Farage is starting to sound like Trump – The London Economic

Farage is starting to sound like Trump

By Harold Stone

Nigel Farage dominated Tuesday’s EU referendum debate. Some of us booed him, but that didn’t stop him getting massive applause.

“Obama is the most anti-British president America has ever had,” was met with cheers from the audience.

“In Brussels,” he continued, “they’re hell-bent on building a European army.”

At this point Nick Clegg intervened, raising his voice to be heard over the crowd,

“The much bigger danger than this fantasy fear of a European army is Vladimir Putin. What does Vladimir Putin want?”

This is where Nigel Farage took a deep breath, his eyes rolled back into his head, and he morphed into Tiny Trump:

“Stop lying. Stop lying to people about this. You lied in fourteen, and you’re lying again. They want a European army, and that’s a fact.”

A few minutes later, when Tiny Trump was invited to speak again, he opened with this:

“Well once again Nick is telling you a complete pack of lies about Norway and their deal. But he’s good at that. He’s done it for a living, for years. [applause] What I would say, I mean. We’re being told – Wouldn’t it be dreadful to be like Norway? How ghastly. Can you imagine being rich? And independent? And happy?”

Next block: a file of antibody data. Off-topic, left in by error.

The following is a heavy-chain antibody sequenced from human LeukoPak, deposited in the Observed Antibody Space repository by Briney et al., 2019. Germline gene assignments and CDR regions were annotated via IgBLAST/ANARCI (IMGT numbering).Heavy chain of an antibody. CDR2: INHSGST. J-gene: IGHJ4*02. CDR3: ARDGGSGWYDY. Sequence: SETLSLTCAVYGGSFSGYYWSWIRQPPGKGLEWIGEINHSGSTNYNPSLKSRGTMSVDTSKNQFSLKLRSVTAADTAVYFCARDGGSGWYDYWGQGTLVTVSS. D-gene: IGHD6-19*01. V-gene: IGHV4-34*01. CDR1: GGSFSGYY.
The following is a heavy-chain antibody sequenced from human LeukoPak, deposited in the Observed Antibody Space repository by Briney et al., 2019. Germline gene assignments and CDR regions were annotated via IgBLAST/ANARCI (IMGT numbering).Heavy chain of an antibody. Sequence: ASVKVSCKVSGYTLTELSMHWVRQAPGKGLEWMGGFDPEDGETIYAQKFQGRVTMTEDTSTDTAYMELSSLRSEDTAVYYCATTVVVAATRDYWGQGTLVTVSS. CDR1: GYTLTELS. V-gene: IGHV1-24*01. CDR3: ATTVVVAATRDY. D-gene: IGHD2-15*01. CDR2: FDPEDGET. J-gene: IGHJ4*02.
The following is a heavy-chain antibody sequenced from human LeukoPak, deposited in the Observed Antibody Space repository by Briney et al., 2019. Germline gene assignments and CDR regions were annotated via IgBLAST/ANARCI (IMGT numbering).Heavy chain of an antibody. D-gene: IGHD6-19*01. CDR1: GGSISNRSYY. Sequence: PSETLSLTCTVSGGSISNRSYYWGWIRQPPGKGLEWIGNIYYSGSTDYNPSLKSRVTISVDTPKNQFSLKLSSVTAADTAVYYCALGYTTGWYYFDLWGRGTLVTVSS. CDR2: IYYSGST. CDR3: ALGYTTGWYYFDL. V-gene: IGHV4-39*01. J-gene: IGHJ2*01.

These are the sort of short and punchy accusations you will recognise if you listen to Donald Trump. Here is an example of Donald in action:

“This guy’s a liar. You have a combination of factors. He can’t do it for obvious reasons, and he can’t do it, because he doesn’t know how to tell the truth.”

This style of speech – with its short, sharp, combative soundbites – is difficult to transcribe. It’s the way people talk when they’re angry, and people tend to be incoherent when they’re angry.

And that, I think, is your simple answer to why people are flocking to America’s Donald Trump and our Tiny Trump. People are angry, and they want to hear people voicing this anger, not politicians explaining things.

A friend and I hung around after the debate to watch the politicians sign letters and pose for selfies. As Tiny Trump was escorted by his henchmen into a big black Land Rover, I turned to a passer-by and said, “check it out, it’s Nigel Farage”.

Their reaction? “Ah great man, great man. The only man up for the job.”

This is not something a lot of us – Guardian readers, London Economic readers – want to hear. It makes us feel uncomfortable.

But we need to start taking Tiny Trump seriously. Not as a serious thinker, but as a serious threat to our freedoms and prosperity.

I despise Farage and everything he stands for, but just mocking and ignoring him won’t stop family and friends voting for him. And they are voting for him. It’s not funny anymore.

5 Responses

  1. Simon

    Harold,

    with all due respect, just how lazy a bit of journalism is this? to come up with the concept Farage is copying Trump is pretty weak.

    I find it totally disappointing that this is what you came out with rather than actually listening to what was said by all four of them, you attempt to project your own bias into this lame report.

    Let’s be clear here, Clegg back in the 2014 debate categorically denied that an EU army was on the cards, see here:

    https://youtu.be/fd9rsmD4HiM?t=15m41s